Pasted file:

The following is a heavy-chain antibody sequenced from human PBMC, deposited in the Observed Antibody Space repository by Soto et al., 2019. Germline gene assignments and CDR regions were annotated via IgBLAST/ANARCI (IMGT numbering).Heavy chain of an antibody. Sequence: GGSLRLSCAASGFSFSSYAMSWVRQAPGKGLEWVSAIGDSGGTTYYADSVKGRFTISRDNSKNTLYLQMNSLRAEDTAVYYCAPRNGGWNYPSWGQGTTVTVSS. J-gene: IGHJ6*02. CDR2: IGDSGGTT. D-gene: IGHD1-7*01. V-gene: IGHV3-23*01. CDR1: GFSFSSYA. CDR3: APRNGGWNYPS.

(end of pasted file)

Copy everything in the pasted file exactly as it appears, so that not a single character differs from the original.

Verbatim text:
The following is a heavy-chain antibody sequenced from human PBMC, deposited in the Observed Antibody Space repository by Soto et al., 2019. Germline gene assignments and CDR regions were annotated via IgBLAST/ANARCI (IMGT numbering).Heavy chain of an antibody. Sequence: GGSLRLSCAASGFSFSSYAMSWVRQAPGKGLEWVSAIGDSGGTTYYADSVKGRFTISRDNSKNTLYLQMNSLRAEDTAVYYCAPRNGGWNYPSWGQGTTVTVSS. J-gene: IGHJ6*02. CDR2: IGDSGGTT. D-gene: IGHD1-7*01. V-gene: IGHV3-23*01. CDR1: GFSFSSYA. CDR3: APRNGGWNYPS.